Schlemmer and other artists in the Bauhaus, such as Paul Klee and Kurt Schmidt, took inspiration from dolls and saw them beyond a scaled down substitution for the human figure. The marionette is a doll controlled to simulate expression of emotion with body posture and movement. These dolls were crafted by the artists who manipulate them and become their maker's avatar while on stage. These puppets and performances “embodied the drive to unify art and craft that governed the Bauhaus in its early years.”
Fig. 1 - The Adventures of the Little Hunchback pictured in Die Buhne im Bauhaus 1925.
Source - The Art Bulletin
After 1923 technology would become the guiding influence and infatuation of the Bauhaus’s creativity. As the Bauhaus began to grapple with ideas of the human form’s reification and mechanization, we see these small playful dolls, puppets and marionettes grow in size. Instead of manipulating wooden manifestations of the artist with string, acting as substitutes to the body, the artist becomes the doll.
“The Bauhaus director was now more likely to perform as a doll than to hold its strings behind the scenes. Creator and performer became theoretically interchangeable, dissolving the fundamental distinction between them that the traditional theater maintained both physically and conceptually” (728). The Art Bulletin
The breakdown and abstraction of the performance as well as the body became the new evolution of the Bauhaus doll.
“Unlike the puppet or marionette, the automaton - a machine figure operating as if human, without need of human assistance - more closely approximates the model of the Bauhaus doll” (728 - 729). The Art Bulletin
With this understanding we can see how the development of Oskar Schlemmer's Das Triadisches Ballett formed and ultimately manifested.
Das Triadisches Ballett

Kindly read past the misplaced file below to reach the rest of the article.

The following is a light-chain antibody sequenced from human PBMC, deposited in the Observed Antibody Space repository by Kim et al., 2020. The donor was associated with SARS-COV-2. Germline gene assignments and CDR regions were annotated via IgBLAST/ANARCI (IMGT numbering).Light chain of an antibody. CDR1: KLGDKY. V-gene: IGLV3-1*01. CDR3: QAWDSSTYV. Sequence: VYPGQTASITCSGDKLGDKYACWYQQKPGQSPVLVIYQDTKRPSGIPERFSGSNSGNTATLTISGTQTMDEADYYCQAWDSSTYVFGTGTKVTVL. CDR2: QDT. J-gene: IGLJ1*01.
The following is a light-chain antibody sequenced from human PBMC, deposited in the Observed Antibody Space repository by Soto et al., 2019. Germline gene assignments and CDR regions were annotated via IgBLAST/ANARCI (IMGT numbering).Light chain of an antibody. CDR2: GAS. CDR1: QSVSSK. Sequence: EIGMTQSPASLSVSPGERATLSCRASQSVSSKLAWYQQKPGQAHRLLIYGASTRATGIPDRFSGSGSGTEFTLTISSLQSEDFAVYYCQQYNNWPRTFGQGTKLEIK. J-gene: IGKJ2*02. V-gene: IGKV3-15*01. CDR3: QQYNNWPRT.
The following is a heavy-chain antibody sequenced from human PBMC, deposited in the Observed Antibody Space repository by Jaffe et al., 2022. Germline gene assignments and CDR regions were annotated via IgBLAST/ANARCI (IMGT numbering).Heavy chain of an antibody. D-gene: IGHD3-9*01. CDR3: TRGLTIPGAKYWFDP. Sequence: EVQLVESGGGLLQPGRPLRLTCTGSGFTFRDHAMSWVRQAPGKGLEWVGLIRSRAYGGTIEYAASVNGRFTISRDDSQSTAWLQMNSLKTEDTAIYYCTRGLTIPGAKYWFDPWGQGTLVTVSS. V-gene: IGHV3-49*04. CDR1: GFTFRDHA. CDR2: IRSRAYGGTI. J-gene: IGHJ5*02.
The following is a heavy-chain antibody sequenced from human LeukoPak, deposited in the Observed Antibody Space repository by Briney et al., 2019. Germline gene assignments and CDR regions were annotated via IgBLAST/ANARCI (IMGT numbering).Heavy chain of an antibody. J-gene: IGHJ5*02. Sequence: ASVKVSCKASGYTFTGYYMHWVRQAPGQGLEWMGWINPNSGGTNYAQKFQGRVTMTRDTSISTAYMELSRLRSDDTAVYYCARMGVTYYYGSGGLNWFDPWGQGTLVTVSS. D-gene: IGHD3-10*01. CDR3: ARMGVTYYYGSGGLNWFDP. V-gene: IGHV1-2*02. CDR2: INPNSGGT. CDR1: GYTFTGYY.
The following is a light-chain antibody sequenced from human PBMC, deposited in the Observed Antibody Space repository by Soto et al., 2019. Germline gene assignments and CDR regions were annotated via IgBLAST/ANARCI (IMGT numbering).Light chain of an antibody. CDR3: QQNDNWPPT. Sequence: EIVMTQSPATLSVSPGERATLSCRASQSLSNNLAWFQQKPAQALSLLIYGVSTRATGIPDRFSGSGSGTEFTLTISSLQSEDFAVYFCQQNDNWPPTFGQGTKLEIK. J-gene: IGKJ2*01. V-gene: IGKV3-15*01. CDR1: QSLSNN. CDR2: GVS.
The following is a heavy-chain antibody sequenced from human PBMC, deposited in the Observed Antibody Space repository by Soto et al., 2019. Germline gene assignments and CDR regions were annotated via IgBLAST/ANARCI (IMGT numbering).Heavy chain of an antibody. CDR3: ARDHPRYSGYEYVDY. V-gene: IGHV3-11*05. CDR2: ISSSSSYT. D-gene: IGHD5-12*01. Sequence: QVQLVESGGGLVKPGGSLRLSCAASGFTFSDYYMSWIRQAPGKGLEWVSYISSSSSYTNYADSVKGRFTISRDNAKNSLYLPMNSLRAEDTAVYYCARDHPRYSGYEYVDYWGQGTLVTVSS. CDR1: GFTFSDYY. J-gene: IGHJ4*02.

In his ballet, Schlemmer experiments with the human body as a medium and canvas. Reducing the human form into geometric, formalist shapes that are designed to limit the performer’s freedom of movement. “They are walking architectural structures that move in a comic fashion, playful, sharp, and clumsy across the entire stage.” There is no linear narrative of the performance, each act explores the boundaries and limitations of the body through the interaction between dancer and costume. In some cases the design of the costume, not just limited movement, but dictated it. The costumes themselves, according to the Schlemmer Theatre Estate, took advantage of the new technologies of the era, “The scientific apparatus of glass and metal, the artificial members that are used in surgery, the fantastic military and diving uniform.” Experimenting with these new mediums previously unavailable, Schlemmer’s costume materials and design play with the modern themes of industrialization, machinery, and the relationship between the human and mechanized form.
However there is no existing original documentation of this production. The most well known iteration of this ballet comes from a 1970 made for TV German film which attempted to reconstruct Schlemmer's vision.